Study finds some supermarkets and pet shop cat food brands may cause lamene, obesity or anaemia. Out of 20 products tested eight products did not meet Australian nutritional standards because they had too much, or too little, protein and fat. The authors of the study will not release the names of the brands. Anne Jackson, editor of the Australian Veterinary Journal, told the ABC the study was only “preliminary and cannot be trusted until conformed by large, formal trials”
The scale of study was irrelevant to its validity, and protecting company names when animal welfare was at risk was a concern to vets, and is not safe for the customers said Dr Foster. A feline specialist Richard Malik has serious concerns that the published cat food has omitted the names of products tested to protect commercial arrangements companies like Hills and Royal Canin and the only believable thing is they haven’t been named because they want to make people worried about buying pet food from supermarkets and pet shops.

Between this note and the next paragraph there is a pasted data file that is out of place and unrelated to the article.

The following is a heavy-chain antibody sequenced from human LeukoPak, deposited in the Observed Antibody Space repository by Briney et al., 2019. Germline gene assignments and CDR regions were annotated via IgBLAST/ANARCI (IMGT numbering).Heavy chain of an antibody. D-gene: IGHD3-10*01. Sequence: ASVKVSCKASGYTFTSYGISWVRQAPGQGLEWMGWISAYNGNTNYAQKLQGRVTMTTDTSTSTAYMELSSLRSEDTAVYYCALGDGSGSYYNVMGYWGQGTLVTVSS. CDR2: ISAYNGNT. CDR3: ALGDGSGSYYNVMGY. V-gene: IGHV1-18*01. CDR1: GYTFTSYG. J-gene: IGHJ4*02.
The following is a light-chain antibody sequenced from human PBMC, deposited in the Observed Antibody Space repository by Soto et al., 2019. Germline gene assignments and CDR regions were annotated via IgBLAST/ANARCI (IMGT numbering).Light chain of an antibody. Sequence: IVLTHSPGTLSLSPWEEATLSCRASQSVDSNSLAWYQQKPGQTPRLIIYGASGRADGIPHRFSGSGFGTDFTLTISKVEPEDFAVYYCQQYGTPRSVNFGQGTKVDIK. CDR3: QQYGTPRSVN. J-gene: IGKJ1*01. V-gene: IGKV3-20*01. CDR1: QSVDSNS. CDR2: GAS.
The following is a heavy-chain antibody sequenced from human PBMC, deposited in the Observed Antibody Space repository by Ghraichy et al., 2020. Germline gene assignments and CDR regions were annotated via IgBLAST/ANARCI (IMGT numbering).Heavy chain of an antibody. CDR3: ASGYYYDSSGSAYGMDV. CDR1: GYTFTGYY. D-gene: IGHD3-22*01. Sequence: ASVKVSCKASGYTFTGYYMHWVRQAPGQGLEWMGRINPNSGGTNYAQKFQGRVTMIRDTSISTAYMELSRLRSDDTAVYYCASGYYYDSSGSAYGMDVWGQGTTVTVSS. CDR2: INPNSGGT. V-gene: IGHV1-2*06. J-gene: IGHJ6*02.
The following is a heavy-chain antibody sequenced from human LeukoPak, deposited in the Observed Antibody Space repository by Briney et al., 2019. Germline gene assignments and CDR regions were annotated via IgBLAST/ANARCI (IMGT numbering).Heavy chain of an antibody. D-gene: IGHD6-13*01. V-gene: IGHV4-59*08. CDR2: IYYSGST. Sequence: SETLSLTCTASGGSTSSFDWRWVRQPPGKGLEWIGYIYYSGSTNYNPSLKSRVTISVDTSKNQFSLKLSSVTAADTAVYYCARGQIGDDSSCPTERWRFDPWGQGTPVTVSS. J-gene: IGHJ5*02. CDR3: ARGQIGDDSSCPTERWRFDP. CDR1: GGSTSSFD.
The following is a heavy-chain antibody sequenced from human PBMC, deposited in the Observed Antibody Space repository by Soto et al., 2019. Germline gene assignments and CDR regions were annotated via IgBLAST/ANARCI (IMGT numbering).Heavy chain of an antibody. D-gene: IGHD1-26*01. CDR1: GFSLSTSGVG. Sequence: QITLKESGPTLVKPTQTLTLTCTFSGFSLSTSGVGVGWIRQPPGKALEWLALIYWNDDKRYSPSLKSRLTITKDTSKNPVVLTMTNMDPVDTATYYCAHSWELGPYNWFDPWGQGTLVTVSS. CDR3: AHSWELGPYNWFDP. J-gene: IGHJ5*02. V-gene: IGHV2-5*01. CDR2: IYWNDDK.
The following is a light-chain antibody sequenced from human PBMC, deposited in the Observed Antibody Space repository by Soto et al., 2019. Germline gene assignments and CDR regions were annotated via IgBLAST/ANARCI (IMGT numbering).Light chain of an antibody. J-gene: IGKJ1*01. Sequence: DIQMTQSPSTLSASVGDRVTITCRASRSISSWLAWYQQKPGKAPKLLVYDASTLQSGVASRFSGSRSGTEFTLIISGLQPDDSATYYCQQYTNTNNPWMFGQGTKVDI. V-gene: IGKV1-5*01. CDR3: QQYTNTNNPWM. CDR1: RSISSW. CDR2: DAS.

Hiding the names cast doubt over every supermarket brand, forcing vet to recommend only the expensive, premium cat foods. Dr Lonsdale said he uncovered extensive sponsorship arrangements between pat food companies Hills and Royal Canin and the University of Sidney.